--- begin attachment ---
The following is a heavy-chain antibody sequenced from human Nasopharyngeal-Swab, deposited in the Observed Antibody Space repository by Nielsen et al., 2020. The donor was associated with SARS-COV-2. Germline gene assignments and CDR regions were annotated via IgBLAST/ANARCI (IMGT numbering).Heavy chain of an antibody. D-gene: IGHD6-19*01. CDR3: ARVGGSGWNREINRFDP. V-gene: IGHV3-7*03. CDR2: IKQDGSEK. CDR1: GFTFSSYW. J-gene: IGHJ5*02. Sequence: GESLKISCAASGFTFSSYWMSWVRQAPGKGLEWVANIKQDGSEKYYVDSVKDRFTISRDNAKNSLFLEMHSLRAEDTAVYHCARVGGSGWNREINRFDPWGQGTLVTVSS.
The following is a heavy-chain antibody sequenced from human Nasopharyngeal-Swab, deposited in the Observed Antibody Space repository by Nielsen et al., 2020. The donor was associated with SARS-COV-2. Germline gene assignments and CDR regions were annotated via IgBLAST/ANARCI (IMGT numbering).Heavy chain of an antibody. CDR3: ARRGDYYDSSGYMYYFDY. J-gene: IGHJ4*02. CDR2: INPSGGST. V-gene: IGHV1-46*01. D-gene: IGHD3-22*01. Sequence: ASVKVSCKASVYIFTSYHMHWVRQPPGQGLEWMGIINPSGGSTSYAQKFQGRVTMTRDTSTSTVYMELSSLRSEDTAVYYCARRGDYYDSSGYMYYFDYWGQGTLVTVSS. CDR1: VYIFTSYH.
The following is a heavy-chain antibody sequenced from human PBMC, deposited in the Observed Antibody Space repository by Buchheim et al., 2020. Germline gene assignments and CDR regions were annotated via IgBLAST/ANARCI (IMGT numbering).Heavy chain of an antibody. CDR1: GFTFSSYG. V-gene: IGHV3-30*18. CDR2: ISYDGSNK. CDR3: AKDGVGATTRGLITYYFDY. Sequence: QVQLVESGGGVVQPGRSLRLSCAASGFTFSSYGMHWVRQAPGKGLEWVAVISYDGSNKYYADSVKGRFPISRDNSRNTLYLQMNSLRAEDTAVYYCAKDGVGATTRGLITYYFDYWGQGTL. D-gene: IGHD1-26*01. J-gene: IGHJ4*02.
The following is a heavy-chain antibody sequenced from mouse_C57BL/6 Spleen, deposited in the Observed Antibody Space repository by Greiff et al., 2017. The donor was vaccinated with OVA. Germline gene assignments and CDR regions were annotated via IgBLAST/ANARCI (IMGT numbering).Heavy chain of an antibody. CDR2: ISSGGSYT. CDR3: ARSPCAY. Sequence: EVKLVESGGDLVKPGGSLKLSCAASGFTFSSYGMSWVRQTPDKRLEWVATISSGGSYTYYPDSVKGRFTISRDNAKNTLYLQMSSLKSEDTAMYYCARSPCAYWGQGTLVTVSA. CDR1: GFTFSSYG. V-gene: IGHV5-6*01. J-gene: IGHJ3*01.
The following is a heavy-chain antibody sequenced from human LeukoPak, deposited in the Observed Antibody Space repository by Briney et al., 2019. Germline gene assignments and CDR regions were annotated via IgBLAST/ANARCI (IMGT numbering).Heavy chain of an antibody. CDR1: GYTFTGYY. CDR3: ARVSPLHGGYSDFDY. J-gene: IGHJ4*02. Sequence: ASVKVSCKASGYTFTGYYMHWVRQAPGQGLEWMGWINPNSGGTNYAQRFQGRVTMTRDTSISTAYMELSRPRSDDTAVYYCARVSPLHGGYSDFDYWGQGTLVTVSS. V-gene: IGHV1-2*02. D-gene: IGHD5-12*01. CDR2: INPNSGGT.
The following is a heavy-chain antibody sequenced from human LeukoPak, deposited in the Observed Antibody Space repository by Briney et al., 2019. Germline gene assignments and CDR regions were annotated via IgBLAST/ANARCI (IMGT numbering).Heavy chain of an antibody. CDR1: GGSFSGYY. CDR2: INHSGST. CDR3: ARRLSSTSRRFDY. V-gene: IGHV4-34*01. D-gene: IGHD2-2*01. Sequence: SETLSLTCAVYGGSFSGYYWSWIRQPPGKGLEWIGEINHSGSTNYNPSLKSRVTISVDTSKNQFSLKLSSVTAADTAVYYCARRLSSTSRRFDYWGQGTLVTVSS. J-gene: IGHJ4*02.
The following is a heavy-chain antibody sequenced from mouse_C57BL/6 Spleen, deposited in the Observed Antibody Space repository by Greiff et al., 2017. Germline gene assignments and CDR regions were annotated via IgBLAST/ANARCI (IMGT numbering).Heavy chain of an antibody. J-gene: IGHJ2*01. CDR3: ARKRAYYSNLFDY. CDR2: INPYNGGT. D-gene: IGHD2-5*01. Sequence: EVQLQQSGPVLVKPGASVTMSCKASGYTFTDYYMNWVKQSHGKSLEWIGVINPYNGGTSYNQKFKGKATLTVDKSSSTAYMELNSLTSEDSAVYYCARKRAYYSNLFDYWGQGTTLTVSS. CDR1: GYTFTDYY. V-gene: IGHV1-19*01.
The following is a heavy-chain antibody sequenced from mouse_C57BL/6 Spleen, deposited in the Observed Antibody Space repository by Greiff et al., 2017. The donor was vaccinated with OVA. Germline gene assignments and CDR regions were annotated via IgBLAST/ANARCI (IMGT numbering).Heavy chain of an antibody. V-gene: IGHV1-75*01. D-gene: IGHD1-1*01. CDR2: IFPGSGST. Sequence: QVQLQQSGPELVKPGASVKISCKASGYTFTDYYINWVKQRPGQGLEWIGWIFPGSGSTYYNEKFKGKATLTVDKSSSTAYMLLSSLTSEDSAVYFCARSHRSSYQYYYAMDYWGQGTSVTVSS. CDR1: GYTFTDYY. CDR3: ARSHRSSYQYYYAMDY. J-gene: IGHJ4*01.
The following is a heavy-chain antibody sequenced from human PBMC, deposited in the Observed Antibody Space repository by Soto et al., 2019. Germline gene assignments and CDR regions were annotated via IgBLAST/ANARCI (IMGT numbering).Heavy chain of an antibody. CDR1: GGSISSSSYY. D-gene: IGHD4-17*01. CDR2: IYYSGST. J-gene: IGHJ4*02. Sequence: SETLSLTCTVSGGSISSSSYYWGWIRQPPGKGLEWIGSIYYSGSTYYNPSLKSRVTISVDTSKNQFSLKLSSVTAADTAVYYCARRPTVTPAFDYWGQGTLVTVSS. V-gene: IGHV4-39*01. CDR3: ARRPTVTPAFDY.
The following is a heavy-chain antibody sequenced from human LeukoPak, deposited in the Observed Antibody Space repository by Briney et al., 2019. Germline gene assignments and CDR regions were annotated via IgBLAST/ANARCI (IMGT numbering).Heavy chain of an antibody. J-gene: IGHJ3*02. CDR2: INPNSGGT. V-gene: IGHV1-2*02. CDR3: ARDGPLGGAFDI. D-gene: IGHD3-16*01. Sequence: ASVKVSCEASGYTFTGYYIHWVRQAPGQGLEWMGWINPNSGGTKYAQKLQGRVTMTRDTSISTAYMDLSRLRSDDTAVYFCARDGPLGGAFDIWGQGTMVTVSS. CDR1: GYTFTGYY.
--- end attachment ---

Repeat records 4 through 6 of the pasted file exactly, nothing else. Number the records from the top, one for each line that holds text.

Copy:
The following is a heavy-chain antibody sequenced from mouse_C57BL/6 Spleen, deposited in the Observed Antibody Space repository by Greiff et al., 2017. The donor was vaccinated with OVA. Germline gene assignments and CDR regions were annotated via IgBLAST/ANARCI (IMGT numbering).Heavy chain of an antibody. CDR2: ISSGGSYT. CDR3: ARSPCAY. Sequence: EVKLVESGGDLVKPGGSLKLSCAASGFTFSSYGMSWVRQTPDKRLEWVATISSGGSYTYYPDSVKGRFTISRDNAKNTLYLQMSSLKSEDTAMYYCARSPCAYWGQGTLVTVSA. CDR1: GFTFSSYG. V-gene: IGHV5-6*01. J-gene: IGHJ3*01.
The following is a heavy-chain antibody sequenced from human LeukoPak, deposited in the Observed Antibody Space repository by Briney et al., 2019. Germline gene assignments and CDR regions were annotated via IgBLAST/ANARCI (IMGT numbering).Heavy chain of an antibody. CDR1: GYTFTGYY. CDR3: ARVSPLHGGYSDFDY. J-gene: IGHJ4*02. Sequence: ASVKVSCKASGYTFTGYYMHWVRQAPGQGLEWMGWINPNSGGTNYAQRFQGRVTMTRDTSISTAYMELSRPRSDDTAVYYCARVSPLHGGYSDFDYWGQGTLVTVSS. V-gene: IGHV1-2*02. D-gene: IGHD5-12*01. CDR2: INPNSGGT.
The following is a heavy-chain antibody sequenced from human LeukoPak, deposited in the Observed Antibody Space repository by Briney et al., 2019. Germline gene assignments and CDR regions were annotated via IgBLAST/ANARCI (IMGT numbering).Heavy chain of an antibody. CDR1: GGSFSGYY. CDR2: INHSGST. CDR3: ARRLSSTSRRFDY. V-gene: IGHV4-34*01. D-gene: IGHD2-2*01. Sequence: SETLSLTCAVYGGSFSGYYWSWIRQPPGKGLEWIGEINHSGSTNYNPSLKSRVTISVDTSKNQFSLKLSSVTAADTAVYYCARRLSSTSRRFDYWGQGTLVTVSS. J-gene: IGHJ4*02.